The News & What it Means – Pessimism in the Soybean Markets & Tumbling Oil Prices

By John DePutter & Dave Milne – May 5, 2017


The news:

With big crops being harvested in South America and U.S. planted area set to increase dramatically, American producers have become decidedly more downbeat on soybean price prospects.

– Syngenta Farm, May 2, 2017

What it means:

The price pessimism is not misplaced.
The corn-soybean price ratio this past winter and into the early spring was encouraging North American producers to plant more beans in 2017.


And now, with record large Brazil-Argentina soybean production becoming a reality, and the potential for poor planting weather in the Midwest to swing even more U.S. acres into soybeans, not to mention a forecast from the International Grains Council last week for 2017-18 global soybean production to hit a record 348 million tonnes, this is a market that looks increasingly tenuous.


If China’s appetite eases off after a ravenous several years and U.S. farmers reap huge yields again, just as did they did a year ago, look out below.


But wait. Hasn’t all this been known for a while? Is it old news?


Maybe soybean futures are low enough, or almost low enough, to account for the heavy supplies.


That’s part of what market analysis is all about: Determining when a bear market has gone far enough to account for pretty much all the bearish news.


Check out our latest views on whether the soybean market needs to go lower, or whether the bearish outlook is already “in the market,” from the Ag-Alert analysts.


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The news:

Oil prices tumbled about 5 per cent on Thursday (May 4), breaking below US$50 a barrel to the lowest since late November. The downfall came on signs that OPEC and other producing countries would not take more drastic steps to reduce the world’s stubbornly persistent glut of crude.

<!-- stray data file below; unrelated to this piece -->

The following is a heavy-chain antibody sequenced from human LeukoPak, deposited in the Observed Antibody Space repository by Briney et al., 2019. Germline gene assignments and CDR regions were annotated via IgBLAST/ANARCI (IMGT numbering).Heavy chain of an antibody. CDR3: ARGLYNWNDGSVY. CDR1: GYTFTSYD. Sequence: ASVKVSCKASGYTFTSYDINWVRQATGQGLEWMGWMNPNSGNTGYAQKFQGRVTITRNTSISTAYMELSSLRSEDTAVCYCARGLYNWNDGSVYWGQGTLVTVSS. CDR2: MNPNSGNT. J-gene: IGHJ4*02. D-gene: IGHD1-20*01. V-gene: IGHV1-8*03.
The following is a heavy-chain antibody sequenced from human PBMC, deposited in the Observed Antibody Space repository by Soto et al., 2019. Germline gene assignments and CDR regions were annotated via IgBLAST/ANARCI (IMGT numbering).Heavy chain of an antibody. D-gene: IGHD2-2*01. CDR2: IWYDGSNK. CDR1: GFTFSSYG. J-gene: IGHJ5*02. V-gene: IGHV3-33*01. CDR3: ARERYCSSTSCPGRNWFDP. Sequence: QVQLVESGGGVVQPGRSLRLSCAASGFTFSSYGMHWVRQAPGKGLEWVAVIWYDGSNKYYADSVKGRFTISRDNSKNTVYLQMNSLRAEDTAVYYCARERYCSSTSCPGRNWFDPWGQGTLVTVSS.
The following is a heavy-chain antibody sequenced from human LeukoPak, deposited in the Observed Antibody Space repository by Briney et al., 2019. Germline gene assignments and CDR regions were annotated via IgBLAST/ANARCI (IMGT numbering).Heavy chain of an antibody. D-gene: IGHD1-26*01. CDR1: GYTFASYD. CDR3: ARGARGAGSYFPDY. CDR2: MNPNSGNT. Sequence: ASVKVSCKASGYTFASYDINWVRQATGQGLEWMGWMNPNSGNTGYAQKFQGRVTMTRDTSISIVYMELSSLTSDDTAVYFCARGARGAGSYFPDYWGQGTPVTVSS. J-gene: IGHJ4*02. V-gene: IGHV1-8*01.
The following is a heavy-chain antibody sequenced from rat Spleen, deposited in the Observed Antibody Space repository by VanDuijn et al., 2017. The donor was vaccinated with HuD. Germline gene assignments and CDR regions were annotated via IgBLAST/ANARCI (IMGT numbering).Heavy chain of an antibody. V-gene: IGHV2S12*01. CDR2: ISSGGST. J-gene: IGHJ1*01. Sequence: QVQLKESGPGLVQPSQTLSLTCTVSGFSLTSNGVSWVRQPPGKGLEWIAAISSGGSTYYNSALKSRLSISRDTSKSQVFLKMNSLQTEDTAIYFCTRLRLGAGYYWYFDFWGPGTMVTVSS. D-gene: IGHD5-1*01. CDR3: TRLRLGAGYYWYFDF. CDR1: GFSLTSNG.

– Financial Post, May 4, 2017


What it means:

There’s good and bad news here for Canadian farmers.


Although oil did manage to rebound on Friday (May 5), this market has been mostly chopping sideways around US$50/barrel for most of the past year – well down from its July 2008 peak of just over $146.


First the bad news: As a benchmark commodity, oil sets the tone for a number of other markets.


Indeed, weakness in oil generally spills over to ethanol – which in turn spills over to corn, a leading agricultural market which has plenty to say about the level at which soybeans and wheat trade.


As well, a malaise in oil sometimes portends general weakness in the broader economy, which isn’t good for agricultural commodities from a demand perspective.


Now the flip side: Cheaper oil makes less expensive fuel, a major input expense for farmers.


Plus, weakness in oil tends to help keep the value of the Canadian dollar versus the US currency in check. And because most Canadian farm commodities are sold based on American dollars, the lower loonie means producers are money ahead when those same crop and livestock receipts are converted back to Canadian dollars. In fact, ongoing weakness in our currency has been hugely supportive for Canadian farm income the past three years.


Bottom line: Canadian farmers owe a lot of thanks to the weak loonie but it’s not something to count on forever.


[Latest flash: The futures market for the Cdn $ actually posted a bullish chart reversal Friday.]


This week’s Ag-Alert newsletter contains the latest analysis and chart action for crude oil and the Cdn $.


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